Wire bonding

(Source: Hybond, a wirebonder manufacturer):

There are three types of wire bonding:

  • Thermocompression bonding
  • Thermosonic bonding
  • Ultrasonic bonding

Thermocompression bonding: A process that involves the use of force, time, and heat to join the two materials by inter-diffusion. The wire (heated in some cases) is pressed against the hot surface (at 150° C or more) at high force for a limited period of time to achieve the bond. No friction is used. This process uses gold wire and a gold bond surface, and it was originally associated with ball bonding. To this day, there are still some people who will use the phrase “thermocompression bonding” as a synonym for ball bonding, even if it now uses ultrasonic friction.

Thermosonic bonding
A process that involves the use of force, time, ultrasonics, and heat to join two materials. The wire (heated in some cases) is pressed against the hot surface (at 150° C or less) at low force and vibrated for a limited period of time to achieve the bond. This process uses gold wire and a gold bond surface, and it was also originally associated with ball bonding because the first time ultrasonics were used as a bonding parameter, it was done with ball bonding.

Gold ball bonding

So-named because it is the bonding of a gold wire, which, in its initial stage, has a ball or sphere formed on the end. A “flame-off” is used to make the ball. Originally the flame-off was done with an open hydrogen flame which would rotate towards the end of the wire and melt it, creating a sphere at the end of the wire. Currently the ball is made with an EFO (electronic flame-off), which creates a spark to melt the end of the wire. This bonding process uses force, time, ultrasonics, and heat to make bonds. As of recent years, copper wire has begun to be used for this process, but equipment must have modifications to prevent oxidation of the wire and especially the ball during its formation at flame-off.
Wedge bonding: This process was originally exclusive to aluminum wire, and no heat was used to create bonds. With time, heat was added to the bonding surface and gold wire was used for thermosonic wedge bonding of the gold wire. This is now a common form of bonding gold wire or ribbon. It should be noted, however, that some people still use the phrase “wedge bonding” as a term for ultrasonic (explained below) and not thermosonic wire bonding. Regardless of the traditional meaning of the phrase “wedge bonding,” the thermosonic wedge bonding process uses force, time, ultrasonics, and heat to make bonds.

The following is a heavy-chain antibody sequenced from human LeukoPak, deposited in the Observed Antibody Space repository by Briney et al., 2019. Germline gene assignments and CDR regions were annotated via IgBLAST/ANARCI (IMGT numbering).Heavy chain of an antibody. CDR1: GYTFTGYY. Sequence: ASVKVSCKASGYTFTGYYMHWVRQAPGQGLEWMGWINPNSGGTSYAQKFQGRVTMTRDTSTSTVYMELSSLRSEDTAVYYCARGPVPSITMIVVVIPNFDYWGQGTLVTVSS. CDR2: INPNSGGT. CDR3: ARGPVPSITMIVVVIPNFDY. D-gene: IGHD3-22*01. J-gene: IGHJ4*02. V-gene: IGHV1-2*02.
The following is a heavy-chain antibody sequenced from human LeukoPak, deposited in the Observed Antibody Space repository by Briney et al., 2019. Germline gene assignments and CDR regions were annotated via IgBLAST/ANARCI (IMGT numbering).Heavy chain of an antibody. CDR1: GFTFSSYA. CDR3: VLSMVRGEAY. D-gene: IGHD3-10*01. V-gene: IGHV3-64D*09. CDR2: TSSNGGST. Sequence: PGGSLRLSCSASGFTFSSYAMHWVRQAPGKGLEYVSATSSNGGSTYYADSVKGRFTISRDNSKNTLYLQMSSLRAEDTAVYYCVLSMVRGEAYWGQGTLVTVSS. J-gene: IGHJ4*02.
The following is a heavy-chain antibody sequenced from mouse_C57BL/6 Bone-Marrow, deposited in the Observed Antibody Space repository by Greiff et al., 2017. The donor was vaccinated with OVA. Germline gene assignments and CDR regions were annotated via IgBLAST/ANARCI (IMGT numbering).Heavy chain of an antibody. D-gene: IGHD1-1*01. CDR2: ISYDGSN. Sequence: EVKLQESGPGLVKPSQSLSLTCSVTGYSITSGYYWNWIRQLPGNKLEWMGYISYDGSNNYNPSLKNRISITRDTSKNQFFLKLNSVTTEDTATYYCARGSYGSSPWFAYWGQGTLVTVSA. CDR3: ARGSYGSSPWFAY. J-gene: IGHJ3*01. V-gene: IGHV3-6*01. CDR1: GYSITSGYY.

Ultrasonic bonding
A process that involves the use of force, time, and ultrasonics to join two materials. The wire is pressed against the surface (both at ambient temperature) at low force and vibrated for a limited period of time to achieve the bond. This process can be done with gold, aluminum, copper, palladium, silver, or platinum wire or ribbons and to bond surfaces of the same materials. Originally, this form of wire bonding was done only with aluminum wire, so to this day, there are still some people who will use the phrase “ultrasonic bonding” as a synonym only for aluminum wire wedge bonding, even if it now is used for gold wire wedge bonding and other materials as well.

Wedge bonding
This process uses force, time, and ultrasonics with the bonding surface at room/ambient temperature to make bonds. Although originally exclusive to aluminum bonding applications, today there are many other materials and alloys that can be bonded by the ultrasonic method, including some thought at one time to only be effective if heat was applied.

Peg bonding

This process uses force, time, and ultrasonics with the bonding surface at room/ambient temperature to make bonds. Although peg bonding is exactly the same as wedge bonding, and can be done thermosonically as well as ultrasonically, the main difference with the techniques described earlier is that in a peg bonder, wire is not fed from a spool of wire by the wire bonder. Instead, the wire or ribbon (or any conductor in general) is either pre-aligned over the bond pad or it is manually introduced under the bonding tool (peg) to be bonded. A more common name to this process is TAB (tape automated bonding) or single point TAB. Hybond has given the name “peg” to this type of bonding because naming it TAB would lead to the assumption that a tape-feeding mechanism would be included as part of the equipment, and in reality, it is not. The name peg is also given by Hybond because the tool used for bonding usually looks like a peg, just as the tool used in wedge bonding looks like a wedge.